A new study recently published in Science provides striking insights into publication bias in the social sciences:
Stanford political economist Neil Malhotra and two of his graduate students examined every study since 2002 that was funded by a competitive grants program called TESS (Time-sharing Experiments for the Social Sciences). TESS allows scientists to order up Internet-based surveys of a representative sample of U.S. adults to test a particular hypothesis [...] Malhotra’s team tracked down working papers from most of the experiments that weren’t published, and for the rest asked grantees what had happened to their results.
What did they find?
There is a strong relationship between the results of a study and whether it was published, a pattern indicative of publication bias [...] While around half of the total studies in [the] sample were published, only 20% of those with null results appeared in print. In contrast, roughly 60% of studies with strong results and 50% of those with mixed results were published [...] However, what is perhaps most striking is not that so few null results are published, but that so many of them are never even written up (65%).
eLife, the Center for Open Science, and Science Exchange partner to assess the reproducibility of cancer biology research
eLife will be the publisher for the results of the Reproducibility Project: Cancer Biology, an effort led by the Center for Open Science and Science Exchange.
First announced in October 2013, with $1.3 million in funding from the Laura and John Arnold Foundation, The Reproducibility Project: Cancer Biology aims to replicate key experimental findings in 50 high-profile pre-clinical cancer biology studies published between 2010 and 2012. The articles were selected on the basis of their very high citation rates and other scores of online attention.
The Reproducibility Project: Cancer Biology is conducted at a time when concerns have been expressed about the reproducibility of biomedical research, and the National Institutes of Health are calling for renewed efforts to enhance reproducibility. The project will provide a substantial and unprecedented dataset on the reproducibility of a large body of high-profile cancer biology articles.
“We need an objective way to evaluate reproducibility,” said Randy Schekman, Editor-in-chief of eLife and professor at the University of California at Berkeley. “This project is a valuable opportunity to generate a high-quality dataset to address questions about reproducibility constructively and rigorously.”
Observational Studies is a peer-reviewed journal that publishes papers on all aspects of observational studies. Researchers from all fields that make use of observational studies are encouraged to submit papers.
Observational Studies encourages submission of study protocols (pre-analysis plans) for observational studies. Before examining the outcomes that will form the basis for an observational study’s conclusions, a study protocol should describe the design, exclusion criteria, primary and secondary outcomes, and proposed analyses. Following a publicly available study protocol makes a study more convincing and transparent.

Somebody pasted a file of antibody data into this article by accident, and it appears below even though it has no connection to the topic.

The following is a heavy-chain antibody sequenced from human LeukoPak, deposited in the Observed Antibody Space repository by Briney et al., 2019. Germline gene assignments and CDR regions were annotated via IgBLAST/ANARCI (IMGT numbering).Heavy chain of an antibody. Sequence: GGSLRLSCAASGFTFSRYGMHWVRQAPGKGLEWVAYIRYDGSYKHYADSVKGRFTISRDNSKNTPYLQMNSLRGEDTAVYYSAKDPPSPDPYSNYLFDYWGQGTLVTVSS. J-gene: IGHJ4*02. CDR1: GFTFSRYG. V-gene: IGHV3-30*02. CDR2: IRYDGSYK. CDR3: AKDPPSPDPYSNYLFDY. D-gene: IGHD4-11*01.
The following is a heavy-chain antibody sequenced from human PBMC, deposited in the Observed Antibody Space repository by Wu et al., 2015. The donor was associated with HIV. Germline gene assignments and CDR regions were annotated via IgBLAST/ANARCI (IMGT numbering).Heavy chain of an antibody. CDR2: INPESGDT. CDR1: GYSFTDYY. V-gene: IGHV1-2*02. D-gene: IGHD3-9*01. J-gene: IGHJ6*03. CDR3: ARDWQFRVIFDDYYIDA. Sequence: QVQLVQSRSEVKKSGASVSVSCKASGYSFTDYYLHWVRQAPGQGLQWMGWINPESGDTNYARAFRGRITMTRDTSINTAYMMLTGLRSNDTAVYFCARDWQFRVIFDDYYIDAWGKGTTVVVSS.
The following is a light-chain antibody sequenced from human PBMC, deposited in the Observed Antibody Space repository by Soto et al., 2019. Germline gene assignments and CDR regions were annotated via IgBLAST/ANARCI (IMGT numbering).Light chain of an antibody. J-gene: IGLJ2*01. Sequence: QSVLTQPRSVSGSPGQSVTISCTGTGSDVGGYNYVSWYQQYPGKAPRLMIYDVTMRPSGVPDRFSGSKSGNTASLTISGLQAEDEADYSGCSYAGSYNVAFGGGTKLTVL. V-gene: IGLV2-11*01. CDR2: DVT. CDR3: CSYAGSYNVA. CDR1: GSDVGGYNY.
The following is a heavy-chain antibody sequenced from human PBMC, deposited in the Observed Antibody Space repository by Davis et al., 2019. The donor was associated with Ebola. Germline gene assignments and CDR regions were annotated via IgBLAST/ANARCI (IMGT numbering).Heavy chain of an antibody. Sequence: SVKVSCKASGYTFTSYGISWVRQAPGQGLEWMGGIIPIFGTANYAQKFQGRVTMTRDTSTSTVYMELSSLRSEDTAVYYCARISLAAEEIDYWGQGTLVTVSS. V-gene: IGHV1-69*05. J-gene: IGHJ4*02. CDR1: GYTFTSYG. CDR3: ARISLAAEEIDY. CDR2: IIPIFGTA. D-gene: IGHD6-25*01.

For any questions about the journal or submissions, please contact Dylan Small (Wharton, UPenn) at dsmall [at] wharton [dot] upenn [dot] edu.
Innovations for Poverty Action (IPA) seeks a Research Analyst to join the Data Analysis/Data Publication team. This team is leading an innovative and exciting new part of IPA’s effort to promote high quality research: releasing research data from social science experiments publicly, for re-use and replication.
The position also involves helping to develop a data repository for experiments in the social sciences (more information here), as well as producing guidelines for code and data management. IPA is collaborating with the Institute of Social and Policy Studies at Yale University on this initiative.
This job offer may be of particular interest to those with background in statistics/quantitative analysis, who are also interested in advancing research transparency within the social sciences. Please see the full job description here.
BITSS will be holding its 3rd annual conference at UC Berkeley on December 11-12, 2014. The goal of the meeting is to bring together leaders from academia, scholarly publishing, and policy to strengthen the standards of openness and integrity across social science disciplines.
This Call for Papers focuses on work that elaborates new tools and strategies to increase the transparency and reproducibility of research. A committee of reviewers will select a limited number of papers to be presented and discussed. Topics for papers include, but are not limited to:
- Pre-registration and the use of pre-analysis plans;
- Disclosure and transparent reporting;
- Replicability and reproducibility;
- Data sharing;
- Methods for detecting and reducing publication bias or data mining.
Originally posted on Retraction Watch:
That’s an important question, with an answer that may help determine how much attention some people pay to research misconduct. But it’s one that hasn’t been rigorously addressed.
Seeking some clarity, Andrew Stern, Arturo Casadevall, Grant Steen, and Ferric Fang looked at cases in which the Office of Research Integrity had determined there was misconduct in particular papers. In their study, published today in eLife:
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- Colin Elman, Syracuse University
- Arthur Lupia, University of Michigan, Ann Arbor